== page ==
1 NOW Delia breathes in woods the fragrant air,
2 Dull are the hearts that still in town remain,
3 Venus herself attends on Delia there,
4 And Cupid sports amid the sylvan train.
5 O with what joy my Delia to behold,
6 I'd press the spade, or wield the weighty prong,
7 Guide the slow plough-share thro' the stubborn mold,
8 And patient goad the loitering ox along:
9 The scorching heats I'd carelessly despise,
10 Nor heed the blisters on my tender hand;
11 The great Apollo wore the same disguise,
12 Like me subdued to Love's supreme command.
13 No healing herbs could soothe their master's pain,
14 The art of physic lost and useless lay,
15 To Peneus' stream, and Tempe's shady plain,
16 He drove his herds beneath the noon-tide ray:
17 Oft with a bleating lamb in either arm,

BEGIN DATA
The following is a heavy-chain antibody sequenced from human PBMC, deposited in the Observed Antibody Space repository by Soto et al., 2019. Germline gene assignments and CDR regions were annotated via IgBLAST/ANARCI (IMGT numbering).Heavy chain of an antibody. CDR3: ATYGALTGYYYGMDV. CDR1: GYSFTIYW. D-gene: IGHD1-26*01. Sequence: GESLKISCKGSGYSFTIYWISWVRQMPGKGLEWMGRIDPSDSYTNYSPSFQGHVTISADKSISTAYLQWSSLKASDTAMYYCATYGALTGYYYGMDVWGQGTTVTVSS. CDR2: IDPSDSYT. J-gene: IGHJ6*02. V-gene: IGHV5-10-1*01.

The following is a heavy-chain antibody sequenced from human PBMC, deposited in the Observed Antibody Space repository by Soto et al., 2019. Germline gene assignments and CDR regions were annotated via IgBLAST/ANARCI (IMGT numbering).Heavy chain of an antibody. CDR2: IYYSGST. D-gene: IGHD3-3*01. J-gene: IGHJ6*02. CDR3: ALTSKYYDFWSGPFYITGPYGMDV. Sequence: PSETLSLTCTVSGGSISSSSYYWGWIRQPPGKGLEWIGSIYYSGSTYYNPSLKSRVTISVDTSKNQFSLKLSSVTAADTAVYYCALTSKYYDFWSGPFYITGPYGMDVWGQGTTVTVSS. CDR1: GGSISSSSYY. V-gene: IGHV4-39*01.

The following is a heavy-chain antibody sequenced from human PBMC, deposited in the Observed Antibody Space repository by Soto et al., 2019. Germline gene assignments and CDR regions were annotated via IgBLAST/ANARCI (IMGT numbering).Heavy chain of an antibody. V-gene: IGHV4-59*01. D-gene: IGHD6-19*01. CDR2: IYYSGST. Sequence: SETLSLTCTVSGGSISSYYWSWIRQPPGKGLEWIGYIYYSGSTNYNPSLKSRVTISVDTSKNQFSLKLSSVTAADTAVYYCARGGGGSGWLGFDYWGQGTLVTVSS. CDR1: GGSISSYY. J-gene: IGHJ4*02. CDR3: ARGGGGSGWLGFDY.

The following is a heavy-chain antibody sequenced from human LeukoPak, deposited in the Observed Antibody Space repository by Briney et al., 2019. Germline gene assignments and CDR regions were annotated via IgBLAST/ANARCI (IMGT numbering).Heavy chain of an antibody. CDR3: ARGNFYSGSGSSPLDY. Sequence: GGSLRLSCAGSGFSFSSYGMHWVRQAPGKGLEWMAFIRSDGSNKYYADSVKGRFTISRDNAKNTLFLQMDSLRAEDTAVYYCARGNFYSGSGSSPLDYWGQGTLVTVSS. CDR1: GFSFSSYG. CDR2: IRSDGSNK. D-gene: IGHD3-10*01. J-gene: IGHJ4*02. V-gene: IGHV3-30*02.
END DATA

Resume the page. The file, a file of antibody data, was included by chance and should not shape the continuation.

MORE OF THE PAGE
18 His blushing Sisterb
b The Goddess Diana. saw him pace along;
19 Oft would his voice the silent valley charm,
20 Till lowing oxen broke the tender song.
21 Where are his triumphs? where his warlike toil?
22 Where by his darts the crested Python slain?
23 Where are his Delphi? his delightful isle?
24 The God himself is grown a cottage swain.
25 O Ceres, in your golden fields no more
26 With Harvest's chearful pomp my fair detain, —
27 Think what for lost Proserpinac
c The daughter of Ceres, taken from her by Pluto. you bore,
28 And in a mother's anguish feel my pain.
29 Our wiser fathers left their fields unsown,
30 Their food was acorns, Love their sole employ,
31 They met, they lik'd, they stay'd but till alone,
32 And in each valley snatch'd the honest joy.
33 No wakeful guard, no doors to stop desire,
34 Thrice happy times! — but O I fondly rave,
35 Lead me to Delia, all her eyes inspire
36 I'll do, — I'll plough or dig as Delia's slave.